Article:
Tuesday, 9 September 2014

Prisons need more of Labour`s attention

"Filthy, overcrowded and dilapidated prison". (Morning Star,03/09/14) No, not a quote from Dickens, but from another damning Inspectors` report in 21st century Britain, Your paper last month rightly highlighted the duplicitous Chris Grayling`s "disingenuous claims that unions were to blame for Britain`s prison crisis", and his Gove-like dismissal of empirical evidence,but omitted a number of issues. (Morning Star, 20/08/14)
     Overcrowding and staff shortages, both the direct result of this government`s policies, are now important factors in the rising numbers of prisoners taking their own lives; this is the opinion of none other than Nick Hardwick, the Chief Inspector. The fact is that in the year up to March, there were 88 suicides in our prisons, a rise of 52 on the previous year, with self-harm cases increasing to 23,478 a year. Labour`s objective of reducing the number of prison inmates by limiting repeat offending is an admirable aim, but does little to solve the current problems requiring immediate solutions; they should be not just be complaining about the horrific conditions, they should be shouting from the rooftops, before the prisoners do!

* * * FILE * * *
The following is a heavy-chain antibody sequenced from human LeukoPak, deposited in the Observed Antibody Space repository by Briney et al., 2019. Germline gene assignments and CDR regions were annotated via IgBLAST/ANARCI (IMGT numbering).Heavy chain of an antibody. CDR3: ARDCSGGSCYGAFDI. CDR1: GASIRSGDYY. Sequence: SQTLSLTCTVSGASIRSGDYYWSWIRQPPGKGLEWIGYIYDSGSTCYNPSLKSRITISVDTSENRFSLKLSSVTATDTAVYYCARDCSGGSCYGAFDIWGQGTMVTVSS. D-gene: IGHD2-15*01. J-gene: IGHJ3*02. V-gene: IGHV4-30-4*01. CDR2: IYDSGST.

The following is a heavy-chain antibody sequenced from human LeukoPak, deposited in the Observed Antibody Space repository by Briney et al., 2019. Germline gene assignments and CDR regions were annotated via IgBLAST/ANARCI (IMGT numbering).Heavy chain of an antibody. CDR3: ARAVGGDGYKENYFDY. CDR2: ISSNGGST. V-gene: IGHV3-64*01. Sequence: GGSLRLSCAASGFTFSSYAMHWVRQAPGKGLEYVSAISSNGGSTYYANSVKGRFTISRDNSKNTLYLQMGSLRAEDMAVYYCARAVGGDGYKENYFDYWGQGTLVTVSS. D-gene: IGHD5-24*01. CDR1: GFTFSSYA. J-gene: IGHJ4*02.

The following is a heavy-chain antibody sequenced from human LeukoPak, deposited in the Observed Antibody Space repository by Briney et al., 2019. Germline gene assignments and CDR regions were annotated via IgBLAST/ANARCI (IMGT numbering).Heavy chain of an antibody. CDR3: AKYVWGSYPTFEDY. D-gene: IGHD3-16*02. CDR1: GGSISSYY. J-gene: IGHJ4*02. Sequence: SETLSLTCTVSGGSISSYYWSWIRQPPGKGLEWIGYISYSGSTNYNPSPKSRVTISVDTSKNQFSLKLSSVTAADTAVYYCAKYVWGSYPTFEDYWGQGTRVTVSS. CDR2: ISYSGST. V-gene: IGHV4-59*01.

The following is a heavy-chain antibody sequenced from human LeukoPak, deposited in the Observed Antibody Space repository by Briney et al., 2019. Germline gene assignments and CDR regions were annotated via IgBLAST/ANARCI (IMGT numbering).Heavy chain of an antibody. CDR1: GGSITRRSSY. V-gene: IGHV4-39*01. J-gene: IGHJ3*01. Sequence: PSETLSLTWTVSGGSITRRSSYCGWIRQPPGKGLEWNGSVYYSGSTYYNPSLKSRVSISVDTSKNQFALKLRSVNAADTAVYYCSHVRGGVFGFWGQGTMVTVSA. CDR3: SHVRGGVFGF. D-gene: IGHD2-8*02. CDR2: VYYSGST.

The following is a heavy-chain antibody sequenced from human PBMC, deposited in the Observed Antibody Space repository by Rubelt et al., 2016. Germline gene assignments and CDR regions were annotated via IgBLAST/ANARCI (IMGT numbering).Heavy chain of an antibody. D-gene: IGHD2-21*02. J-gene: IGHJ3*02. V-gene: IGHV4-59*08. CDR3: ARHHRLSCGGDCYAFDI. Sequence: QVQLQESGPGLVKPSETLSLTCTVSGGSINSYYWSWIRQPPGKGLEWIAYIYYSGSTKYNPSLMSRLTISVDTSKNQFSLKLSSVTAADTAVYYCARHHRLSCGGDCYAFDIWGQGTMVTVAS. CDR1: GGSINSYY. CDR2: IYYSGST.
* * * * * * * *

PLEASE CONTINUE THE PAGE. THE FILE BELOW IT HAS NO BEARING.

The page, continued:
Often prisoners are locked up in their shared cells for 23 hours a day, leaving next to no time for showers, exercise, education or work. The cells look nothing like the official wide-angled photographs; walls can almost be reached by two outstretched arms, table at one end, an unscreened toilet at the other, with a bunk bed at the side. It`s not difficult to imagine how degrading such conditions will be, or how there could be anything less conducive to rehabilitation.
   Government policies have simply made matters worse: since 2010, 18 prisons have been closed, the numbers of prison staff have been cut by 30%, whilst the number of inmates has been allowed to rise to just under 86,000. A number of prisons have been handed over to private companies, including Serco, which has dubious records of performance, including the infamous involvement in overcharging for tagging criminals. G4S, the other security firm involved in the tagging scandal, and the one notorious for its botched Olympics` security contract, was barred from bidding for government contracts for six months. Since the ban was lifted in April, the company has had its contract renewed to run the Rainsbrook secure training centre for 12-17 year olds!
    Labour must act quickly. Even at present rates, over 50 prisoners are likely to die by their own hands before there can be a change of government, so urgent action is vital. Judges and magistrates must be told that a prison sentence is not always the most suitable of punishments, and that in certain, obvious cases, it is the wrong one. 
    Cutting the cost of the prison service, like that of education or health, does not save the taxpayer money, even in the long run. Labour has to accept this, and devise its strategy accordingly. Fair-minded voters will accept this, and the others will vote Tory or Ukip anyway!

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